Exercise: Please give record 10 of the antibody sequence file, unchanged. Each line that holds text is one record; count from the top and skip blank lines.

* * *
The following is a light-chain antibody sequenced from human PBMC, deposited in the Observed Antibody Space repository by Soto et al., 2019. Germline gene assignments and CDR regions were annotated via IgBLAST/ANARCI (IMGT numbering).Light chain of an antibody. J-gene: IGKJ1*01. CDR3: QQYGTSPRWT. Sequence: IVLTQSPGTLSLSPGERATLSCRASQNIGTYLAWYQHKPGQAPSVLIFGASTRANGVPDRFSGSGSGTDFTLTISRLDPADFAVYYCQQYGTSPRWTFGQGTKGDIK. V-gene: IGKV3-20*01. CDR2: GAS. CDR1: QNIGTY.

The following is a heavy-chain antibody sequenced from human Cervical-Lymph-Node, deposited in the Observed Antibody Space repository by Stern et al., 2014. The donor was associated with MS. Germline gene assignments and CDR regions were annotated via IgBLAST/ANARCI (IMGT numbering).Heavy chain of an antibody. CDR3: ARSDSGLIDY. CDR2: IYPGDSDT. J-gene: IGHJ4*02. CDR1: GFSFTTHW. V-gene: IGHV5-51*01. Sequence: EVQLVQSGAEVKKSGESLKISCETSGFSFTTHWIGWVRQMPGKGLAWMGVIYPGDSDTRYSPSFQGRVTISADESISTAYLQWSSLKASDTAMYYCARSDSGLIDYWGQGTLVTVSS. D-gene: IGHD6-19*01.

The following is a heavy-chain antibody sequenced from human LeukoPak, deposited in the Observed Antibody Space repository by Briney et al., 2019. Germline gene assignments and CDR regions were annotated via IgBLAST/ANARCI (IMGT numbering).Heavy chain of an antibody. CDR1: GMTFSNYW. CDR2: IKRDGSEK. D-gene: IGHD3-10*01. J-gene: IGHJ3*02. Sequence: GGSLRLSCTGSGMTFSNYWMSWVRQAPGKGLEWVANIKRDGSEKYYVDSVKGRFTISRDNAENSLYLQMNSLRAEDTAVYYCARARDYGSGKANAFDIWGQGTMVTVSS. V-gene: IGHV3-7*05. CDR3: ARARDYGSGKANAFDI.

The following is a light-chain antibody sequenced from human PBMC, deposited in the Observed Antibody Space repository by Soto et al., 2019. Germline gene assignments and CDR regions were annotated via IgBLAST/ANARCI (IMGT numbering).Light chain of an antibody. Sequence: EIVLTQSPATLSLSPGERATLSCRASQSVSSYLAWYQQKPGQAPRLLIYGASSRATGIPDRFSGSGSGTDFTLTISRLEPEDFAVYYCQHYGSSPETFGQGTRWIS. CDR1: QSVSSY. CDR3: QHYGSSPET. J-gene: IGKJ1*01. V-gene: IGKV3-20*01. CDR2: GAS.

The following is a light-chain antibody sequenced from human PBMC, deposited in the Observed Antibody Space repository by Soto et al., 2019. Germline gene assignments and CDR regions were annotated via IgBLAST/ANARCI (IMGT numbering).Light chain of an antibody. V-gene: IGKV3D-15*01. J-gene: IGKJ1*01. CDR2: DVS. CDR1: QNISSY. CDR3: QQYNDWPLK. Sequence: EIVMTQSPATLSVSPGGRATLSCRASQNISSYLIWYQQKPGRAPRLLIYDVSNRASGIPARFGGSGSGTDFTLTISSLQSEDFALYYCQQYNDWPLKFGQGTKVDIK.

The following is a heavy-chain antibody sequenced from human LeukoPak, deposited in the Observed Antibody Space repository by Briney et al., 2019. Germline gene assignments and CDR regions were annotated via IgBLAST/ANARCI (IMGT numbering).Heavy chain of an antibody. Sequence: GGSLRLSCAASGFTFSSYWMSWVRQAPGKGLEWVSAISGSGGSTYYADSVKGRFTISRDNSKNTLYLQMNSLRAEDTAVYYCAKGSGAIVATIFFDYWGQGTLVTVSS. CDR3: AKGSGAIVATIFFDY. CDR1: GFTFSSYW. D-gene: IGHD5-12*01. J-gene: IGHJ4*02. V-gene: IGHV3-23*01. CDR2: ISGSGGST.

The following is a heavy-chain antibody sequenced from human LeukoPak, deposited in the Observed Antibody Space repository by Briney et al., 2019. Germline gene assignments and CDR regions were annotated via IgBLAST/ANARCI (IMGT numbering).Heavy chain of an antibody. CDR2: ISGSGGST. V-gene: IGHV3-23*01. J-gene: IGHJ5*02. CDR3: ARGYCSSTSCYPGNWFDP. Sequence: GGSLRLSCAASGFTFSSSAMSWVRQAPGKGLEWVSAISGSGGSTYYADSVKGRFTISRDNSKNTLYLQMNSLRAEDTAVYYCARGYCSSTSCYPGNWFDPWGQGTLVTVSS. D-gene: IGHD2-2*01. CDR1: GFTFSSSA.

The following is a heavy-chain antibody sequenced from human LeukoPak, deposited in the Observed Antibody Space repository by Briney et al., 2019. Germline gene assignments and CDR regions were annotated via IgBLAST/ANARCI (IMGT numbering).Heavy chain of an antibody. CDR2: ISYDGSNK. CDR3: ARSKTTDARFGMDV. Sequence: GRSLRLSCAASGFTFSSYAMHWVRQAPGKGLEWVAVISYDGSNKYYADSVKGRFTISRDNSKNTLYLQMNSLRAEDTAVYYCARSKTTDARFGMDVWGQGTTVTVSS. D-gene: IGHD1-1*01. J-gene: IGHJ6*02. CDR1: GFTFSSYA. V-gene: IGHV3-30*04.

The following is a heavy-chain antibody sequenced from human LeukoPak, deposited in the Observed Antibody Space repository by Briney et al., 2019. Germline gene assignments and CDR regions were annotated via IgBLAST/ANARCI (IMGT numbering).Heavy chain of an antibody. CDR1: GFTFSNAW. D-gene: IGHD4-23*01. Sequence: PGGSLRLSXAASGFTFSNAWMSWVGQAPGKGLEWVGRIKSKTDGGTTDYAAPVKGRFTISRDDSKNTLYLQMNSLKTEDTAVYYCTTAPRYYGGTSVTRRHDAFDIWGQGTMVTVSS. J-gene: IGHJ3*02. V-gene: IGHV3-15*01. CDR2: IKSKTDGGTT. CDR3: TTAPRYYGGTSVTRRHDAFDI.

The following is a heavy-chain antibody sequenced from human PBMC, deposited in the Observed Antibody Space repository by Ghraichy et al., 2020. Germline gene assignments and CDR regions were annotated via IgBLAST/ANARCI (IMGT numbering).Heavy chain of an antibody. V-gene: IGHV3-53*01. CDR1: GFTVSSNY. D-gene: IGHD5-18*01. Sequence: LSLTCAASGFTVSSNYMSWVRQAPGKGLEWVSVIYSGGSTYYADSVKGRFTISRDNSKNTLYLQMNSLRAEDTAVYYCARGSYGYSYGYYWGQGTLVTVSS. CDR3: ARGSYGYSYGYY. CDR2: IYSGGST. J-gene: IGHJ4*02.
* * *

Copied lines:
The following is a heavy-chain antibody sequenced from human PBMC, deposited in the Observed Antibody Space repository by Ghraichy et al., 2020. Germline gene assignments and CDR regions were annotated via IgBLAST/ANARCI (IMGT numbering).Heavy chain of an antibody. V-gene: IGHV3-53*01. CDR1: GFTVSSNY. D-gene: IGHD5-18*01. Sequence: LSLTCAASGFTVSSNYMSWVRQAPGKGLEWVSVIYSGGSTYYADSVKGRFTISRDNSKNTLYLQMNSLRAEDTAVYYCARGSYGYSYGYYWGQGTLVTVSS. CDR3: ARGSYGYSYGYY. CDR2: IYSGGST. J-gene: IGHJ4*02.